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Appetizers, Soups

Chilled corn soup

Chilled corn soup
Bob Chamberlin / Los Angeles Times

One of the things that's most important for a cook is to keep an open mind about food and constantly challenge the limitations of our perspectives and prejudices. That's something I had to learn myself as a young chef. Even ... Read more

Total time: About 2 hours, plus cooling and chilling times | This makes a scant 8 ounces soup or 4 (1/4-cup) servings
  • 5 ears of corn
  • 10 grams butter
  • 1.5 grams kosher salt
  • 1 gram sugar
  • 1/2 cup (40 grams) heavy cream
  • Salt

Step 1Remove the kernels from all 5 ears of corn and weigh out 150 grams, saving the rest of the kernels for use later in the recipe. Place the measured kernels in a large bowl under running water and agitate the kernels to remove all hairs and other impurities. Seal the cleaned kernels in a cryovac bag at 100% vacuum with the butter, salt and sugar. Cook sous-vide at 185 degrees Fahrenheit (85 degrees Celsius) for 15 minutes. Remove from heat and set aside to cool.

Step 2Place the corncobs in a pot, add water to just cover and bring to a boil. Reduce to a simmer and cook for 45 minutes. Strain out the cobs and reserve 50 grams of the corn stock, saving the rest for another use.

Step 3In a small saucepan, gently heat the cream until it reduces by half. Measure 20 grams of the reduced cream, saving the rest for another use.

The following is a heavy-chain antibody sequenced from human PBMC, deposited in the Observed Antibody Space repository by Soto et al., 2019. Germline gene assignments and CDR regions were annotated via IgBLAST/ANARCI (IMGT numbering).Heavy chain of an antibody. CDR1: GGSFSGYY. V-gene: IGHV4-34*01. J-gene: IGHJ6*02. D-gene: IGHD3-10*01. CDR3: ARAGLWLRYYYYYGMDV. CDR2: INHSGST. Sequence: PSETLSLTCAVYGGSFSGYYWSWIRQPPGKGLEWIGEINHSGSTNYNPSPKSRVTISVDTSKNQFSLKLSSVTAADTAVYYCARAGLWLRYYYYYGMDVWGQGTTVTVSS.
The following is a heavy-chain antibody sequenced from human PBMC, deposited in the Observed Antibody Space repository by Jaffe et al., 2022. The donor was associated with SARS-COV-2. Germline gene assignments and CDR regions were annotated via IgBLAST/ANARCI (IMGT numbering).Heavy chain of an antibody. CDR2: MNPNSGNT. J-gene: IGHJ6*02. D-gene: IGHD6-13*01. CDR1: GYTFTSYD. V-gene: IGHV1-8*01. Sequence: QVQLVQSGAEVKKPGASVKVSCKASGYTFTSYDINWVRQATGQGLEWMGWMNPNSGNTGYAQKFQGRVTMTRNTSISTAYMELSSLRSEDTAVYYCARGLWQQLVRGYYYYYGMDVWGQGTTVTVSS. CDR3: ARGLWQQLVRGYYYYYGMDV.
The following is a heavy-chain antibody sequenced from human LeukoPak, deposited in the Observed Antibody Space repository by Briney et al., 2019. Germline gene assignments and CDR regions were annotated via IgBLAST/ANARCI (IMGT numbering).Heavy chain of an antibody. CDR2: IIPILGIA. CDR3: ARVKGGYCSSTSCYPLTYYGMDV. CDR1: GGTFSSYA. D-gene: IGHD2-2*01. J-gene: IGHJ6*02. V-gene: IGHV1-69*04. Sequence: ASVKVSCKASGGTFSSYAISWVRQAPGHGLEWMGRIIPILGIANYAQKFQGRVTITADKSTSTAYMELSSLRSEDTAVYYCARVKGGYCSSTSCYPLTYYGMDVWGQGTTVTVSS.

Step 4Juice the remaining corn kernels and, without straining, reserve 100 grams of the juice. In a bowl set over a pot of simmering water, cook the juice, stirring constantly to avoid scorching, until it begins to thicken to a pudding consistency, approximately 10 minutes. Add in the reduced cream and set the mixture aside to cool.

Step 5Combine the cooled cream mixture with the cooked corn kernels and puree in a blender, thinning as necessary with the measured corn stock to achieve the desired consistency. Pass the puree through a chinois and season with salt to taste. Chill before serving in demitasse cups.

Note: This recipe calls for the use of a kitchen scale and a juicer, both of which can be found at most home and kitchen supply stores, as well as online (the Test Kitchen tested the recipe using a blender instead of a juicer and passing the puree through a strainer). This recipe also calls for a chinois, which can be found at most cooking and restaurant supply stores, as well as online. This recipe also calls for sous-vide cooking; when testing the recipe, the Test Kitchen used a vacuum sealer for the corn, butter, salt and sugar, and regulated the temperature in a large pot of water using a probe thermometer.


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